Paris Furniture The Luxury Market of the 19th Century
Editions Monelle Hayot
Size: 280 mm x 240 mm
Illustrations: 1,250 colour, 250 b&w
- At the core of this book is a survey of over one hundred Paris-based firms, amongst which Sormani, Baguès, Barbedienne, Christofle, Lièvre, Viardot, Dasson, Grohé, Sauvrezy, Fourdinois, Beurdeley and Linke
- The author lifts the veil on lesser-known makers such as Mazaroz and Ternisien et Dantant, and reveals important new discoveries about firms that have been all but forgotten for the last century
- Draws on the author's extensive knowledge of nineteenth-century furniture to describe each maker's particular style and elucidate any characteristic techniques or materials that may help with an understanding of the work and future attribution
- Includes an innovative chapter that analyses the background of the high quality copies of Ancien Régime furniture made by the upper echelon of the Paris luxury trade, bringing this important social and cultural development into the limelight for the first time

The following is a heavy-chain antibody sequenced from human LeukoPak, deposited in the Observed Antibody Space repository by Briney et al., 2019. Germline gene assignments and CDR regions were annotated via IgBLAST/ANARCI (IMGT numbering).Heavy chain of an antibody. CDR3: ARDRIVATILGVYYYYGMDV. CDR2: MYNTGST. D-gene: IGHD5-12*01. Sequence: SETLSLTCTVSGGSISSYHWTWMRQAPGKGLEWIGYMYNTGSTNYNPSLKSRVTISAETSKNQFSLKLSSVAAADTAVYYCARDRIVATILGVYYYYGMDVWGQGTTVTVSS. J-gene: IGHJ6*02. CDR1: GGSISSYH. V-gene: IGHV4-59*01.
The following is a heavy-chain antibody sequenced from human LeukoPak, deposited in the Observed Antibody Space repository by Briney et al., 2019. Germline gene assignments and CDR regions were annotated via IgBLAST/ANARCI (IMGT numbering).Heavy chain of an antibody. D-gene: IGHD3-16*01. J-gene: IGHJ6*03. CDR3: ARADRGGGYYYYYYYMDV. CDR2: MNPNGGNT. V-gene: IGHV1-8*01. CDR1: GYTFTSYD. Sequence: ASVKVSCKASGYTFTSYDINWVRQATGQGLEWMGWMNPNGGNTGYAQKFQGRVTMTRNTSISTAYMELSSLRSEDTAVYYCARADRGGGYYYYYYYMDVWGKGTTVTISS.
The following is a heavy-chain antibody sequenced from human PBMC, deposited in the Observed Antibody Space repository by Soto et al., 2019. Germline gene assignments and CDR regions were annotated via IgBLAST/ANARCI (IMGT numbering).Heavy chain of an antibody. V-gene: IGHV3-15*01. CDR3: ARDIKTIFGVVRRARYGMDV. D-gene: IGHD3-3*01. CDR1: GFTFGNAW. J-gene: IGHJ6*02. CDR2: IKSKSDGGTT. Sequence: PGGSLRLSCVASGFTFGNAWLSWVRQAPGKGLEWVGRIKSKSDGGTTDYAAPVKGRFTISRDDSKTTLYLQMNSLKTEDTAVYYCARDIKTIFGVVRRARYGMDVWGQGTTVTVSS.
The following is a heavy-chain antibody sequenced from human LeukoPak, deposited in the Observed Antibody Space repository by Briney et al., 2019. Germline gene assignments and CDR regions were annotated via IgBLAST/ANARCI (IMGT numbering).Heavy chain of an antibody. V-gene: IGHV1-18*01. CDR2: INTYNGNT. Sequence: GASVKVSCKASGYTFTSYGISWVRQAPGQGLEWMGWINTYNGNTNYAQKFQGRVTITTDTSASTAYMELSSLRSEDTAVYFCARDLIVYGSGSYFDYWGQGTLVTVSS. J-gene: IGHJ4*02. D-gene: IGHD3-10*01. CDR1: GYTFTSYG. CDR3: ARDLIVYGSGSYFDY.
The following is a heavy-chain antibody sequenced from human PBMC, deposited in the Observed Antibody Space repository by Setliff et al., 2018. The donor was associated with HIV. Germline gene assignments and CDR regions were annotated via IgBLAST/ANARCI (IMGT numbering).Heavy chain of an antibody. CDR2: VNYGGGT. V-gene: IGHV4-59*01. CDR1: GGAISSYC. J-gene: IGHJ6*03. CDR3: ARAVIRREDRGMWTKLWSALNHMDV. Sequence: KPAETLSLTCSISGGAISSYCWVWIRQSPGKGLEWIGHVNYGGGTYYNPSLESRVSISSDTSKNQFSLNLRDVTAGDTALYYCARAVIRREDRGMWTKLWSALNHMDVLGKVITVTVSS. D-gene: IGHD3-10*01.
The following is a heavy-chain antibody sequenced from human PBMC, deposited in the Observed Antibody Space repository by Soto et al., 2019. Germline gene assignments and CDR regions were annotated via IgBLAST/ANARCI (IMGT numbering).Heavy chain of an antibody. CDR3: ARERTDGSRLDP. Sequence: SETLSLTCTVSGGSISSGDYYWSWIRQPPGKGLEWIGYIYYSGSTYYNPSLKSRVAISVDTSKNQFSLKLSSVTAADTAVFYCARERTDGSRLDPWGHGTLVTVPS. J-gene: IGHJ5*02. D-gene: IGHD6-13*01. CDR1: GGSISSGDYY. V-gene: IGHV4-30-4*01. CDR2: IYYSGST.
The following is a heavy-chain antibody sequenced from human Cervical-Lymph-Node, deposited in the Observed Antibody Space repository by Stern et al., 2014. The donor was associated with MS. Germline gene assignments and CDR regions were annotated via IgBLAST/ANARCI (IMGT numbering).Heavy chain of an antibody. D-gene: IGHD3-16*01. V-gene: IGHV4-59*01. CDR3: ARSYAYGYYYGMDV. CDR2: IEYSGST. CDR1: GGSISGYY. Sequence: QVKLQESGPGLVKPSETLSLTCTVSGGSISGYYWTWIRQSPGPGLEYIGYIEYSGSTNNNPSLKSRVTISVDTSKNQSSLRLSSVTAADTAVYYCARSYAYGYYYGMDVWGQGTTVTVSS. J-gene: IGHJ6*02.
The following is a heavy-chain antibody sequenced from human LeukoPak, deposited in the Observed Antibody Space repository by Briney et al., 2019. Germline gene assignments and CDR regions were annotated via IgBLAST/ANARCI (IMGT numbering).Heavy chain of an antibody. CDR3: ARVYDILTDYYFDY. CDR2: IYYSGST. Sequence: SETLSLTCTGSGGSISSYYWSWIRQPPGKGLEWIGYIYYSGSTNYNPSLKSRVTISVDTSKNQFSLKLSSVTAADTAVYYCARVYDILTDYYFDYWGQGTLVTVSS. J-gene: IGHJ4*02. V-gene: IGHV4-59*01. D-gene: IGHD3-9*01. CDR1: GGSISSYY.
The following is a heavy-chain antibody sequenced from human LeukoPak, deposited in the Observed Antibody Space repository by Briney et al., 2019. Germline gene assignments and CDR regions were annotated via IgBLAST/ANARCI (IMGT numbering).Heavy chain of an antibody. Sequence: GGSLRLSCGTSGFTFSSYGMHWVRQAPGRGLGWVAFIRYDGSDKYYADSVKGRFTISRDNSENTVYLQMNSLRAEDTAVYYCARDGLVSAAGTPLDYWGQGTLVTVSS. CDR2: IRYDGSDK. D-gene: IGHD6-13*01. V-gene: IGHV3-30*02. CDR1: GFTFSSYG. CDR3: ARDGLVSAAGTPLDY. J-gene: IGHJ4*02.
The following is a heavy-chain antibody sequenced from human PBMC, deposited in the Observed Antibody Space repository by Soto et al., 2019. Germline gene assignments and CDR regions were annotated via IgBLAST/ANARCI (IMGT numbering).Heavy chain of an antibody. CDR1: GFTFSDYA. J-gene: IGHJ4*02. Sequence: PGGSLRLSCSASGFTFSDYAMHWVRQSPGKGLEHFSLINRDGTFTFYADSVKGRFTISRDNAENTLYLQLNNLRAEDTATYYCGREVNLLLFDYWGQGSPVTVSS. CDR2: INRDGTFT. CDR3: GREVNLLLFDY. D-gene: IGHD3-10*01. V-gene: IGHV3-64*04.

Despite the upheavals of the first decades of the nineteenth century, Paris soon recovered its position as a leading centre for furniture and design in Europe, a position that was to grow and strengthen as the century progressed. Encouraged by royal and imperial regimes, exhibited at the great international fairs, and collected by international aristocrats, bankers and newly wealthy industrialists, Paris furniture by the second half of the century had once again become synonymous with luxury and exquisite craftsmanship.
Furniture makers drew their inspiration from a vast array of historical periods and cultural sources to create new and exciting designs that both appealed to the eclectic tastes of the nineteenth-century amateur and yet suited the demands for comfort and convenience of the luxury consumer. Building on the generations of skills and techniques that had characterised French furniture during the years of the Ancien Régime, contemporary makers exploited technological advances and new materials to produce some of the most creative and inventive pieces ever made, often surpassing the quality achieved by previous generations.